|HERE'S NOTHING LIKE a political year to bring every possible cure out of the woodwork for every social and economic ill that befalls American society. If America has a problem, there is a politician promising us a political cure to fix it.|
Children in America are going to school without breakfast. So politicians fixed this problem years ago by funding a national breakfast program -- a fix that only works, as school nurses can tell you, for the parents who manage to get their children to school early enough to eat before the bell rings.
Children in Arizona today are waiting for taxpayers to vote on funding free pre-kindergarten health screenings for children up to the age of five. Backers of this ballot initiative "contend that they are only responding to the reality of inadequate parenting."
A current gubernatorial candidate proposes to fix high dropout rates ... with a law extending the dropout age to 18. This supposedly will fix the problem of aimless young people who lack the education and skills to help them become productive citizens.
At the other end of the spectrum, the same candidate has already put into place full-day kindergartens that keep young children away from home ... and their mothers and fathers. This is supposed to fix the problem of parents who do not have the time, money, or interest in teaching their children the basics of learning and living that used to be taught ... and learned ... at home.
Around the country, mandatory sentencing laws have been passed to hand out stiff penalties to criminals, restoring safe streets and neighborhoods. But this week in Hamilton County Juvenile Court in Ohio, Judge Thomas Lipps is delaying sentencing of a 15-year-old bank robber. The "child" was convicted of aggravated robbery with a gun that netted $5,000 used to buy drugs and toys for her and her adult companions.
Deliberating over "what is best for society and what is best for her," Judge Lipps may choose for the "child" either prison time, remanding to the legal guardian, her grandmother; or assignment to a mental-health program. Each of these options has been carefully crafted by politicians over the years as a "fix" for out-of-control teens.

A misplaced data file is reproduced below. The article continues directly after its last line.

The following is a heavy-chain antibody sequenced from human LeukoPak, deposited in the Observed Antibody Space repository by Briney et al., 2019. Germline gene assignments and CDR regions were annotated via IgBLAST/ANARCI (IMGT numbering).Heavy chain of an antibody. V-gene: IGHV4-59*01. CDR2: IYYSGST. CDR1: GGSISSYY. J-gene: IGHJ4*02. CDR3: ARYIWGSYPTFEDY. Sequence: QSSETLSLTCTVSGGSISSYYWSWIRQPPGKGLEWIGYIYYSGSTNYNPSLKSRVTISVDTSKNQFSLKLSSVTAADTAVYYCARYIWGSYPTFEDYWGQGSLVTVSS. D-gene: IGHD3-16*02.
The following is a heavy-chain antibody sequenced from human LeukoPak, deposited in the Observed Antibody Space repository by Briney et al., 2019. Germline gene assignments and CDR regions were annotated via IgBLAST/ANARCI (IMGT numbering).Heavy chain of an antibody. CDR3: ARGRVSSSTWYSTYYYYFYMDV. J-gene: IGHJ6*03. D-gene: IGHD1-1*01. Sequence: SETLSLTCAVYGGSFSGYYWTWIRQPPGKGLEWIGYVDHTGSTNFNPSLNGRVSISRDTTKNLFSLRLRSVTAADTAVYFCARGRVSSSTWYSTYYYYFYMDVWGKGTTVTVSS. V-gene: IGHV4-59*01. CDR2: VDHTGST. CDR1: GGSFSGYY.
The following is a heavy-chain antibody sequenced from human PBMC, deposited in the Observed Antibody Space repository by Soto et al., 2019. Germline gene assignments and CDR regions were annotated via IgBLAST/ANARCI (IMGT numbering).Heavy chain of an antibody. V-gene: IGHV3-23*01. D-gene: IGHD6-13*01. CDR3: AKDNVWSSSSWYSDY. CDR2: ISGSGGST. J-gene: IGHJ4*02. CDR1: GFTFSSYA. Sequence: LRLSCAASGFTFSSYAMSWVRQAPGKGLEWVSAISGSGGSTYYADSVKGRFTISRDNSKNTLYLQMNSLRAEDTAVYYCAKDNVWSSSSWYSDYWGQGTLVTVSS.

And when these out-of-control teens graduate to being out-of-control adults, an entire system of prisons and third-strike-you're-out, no-release jail sentences attempt to bring a final solution to the whole mess ...
... the whole mess, that is, except for the young children left behind, with fathers and mothers in prison. Returning full-circle to where we began, these children will receive the dollars raining down from social programs intended to fix the fixes that didn't work for the parents they don't have because there's a hole in the dike.
It might be hopeless except for the dedication of a class of politicians who understand that fixing the problems of society must go deeper than throwing money at the results of the problem. We must look to the roots of the disease and plant our trees in better soil.
The once-common understanding that secure homes are best built on the healthy, caring marriages of mothers and fathers rearing children together to become healthy, productive adults ... this understanding is now being reinforced with a wide body of research that should be a wakeup call to politicians and voters alike.
We improve the lives of children when we build a social structure that reinforces healthy marriages.
We improve the lives of children when we teach them that the sex that produces babies belongs inside a healthy marriage where a mother and father are committed to each other and to their family.
We improve the lives of children when they understand that long before teen pregnancy becomes a problem, teen sex is the bigger problem that threatens their health and well-being ... physically, socially, emotionally, and financially.
In every way that benefits children, programs and policies that support a restoration of healthy marriages and sexual abstinence for adolescents need to become the measure of a good politician with a plan that will truly make a difference in breaking the cycle of "problems that need fixing."
Before you vote, be sure to ask your politicians ... what problems are you fixing ... and how? If they cannot give enthusiastic support to policies aimed at strengthening marriage and promoting sexual abstinence, this is a sure sign that your hard-earned taxpayer money will end up hanging on the dead branches of a tree with rotting roots.
A former elementary school teacher, Jane Jimenez (firstname.lastname@example.org) is now a freelance writer dedicated to issues of importance to women and the family. She writes a regular column titled "From the Home Front." Her work has appeared in both Christian and secular publications. Jane and her husband Victor live in Phoenix and have two children.
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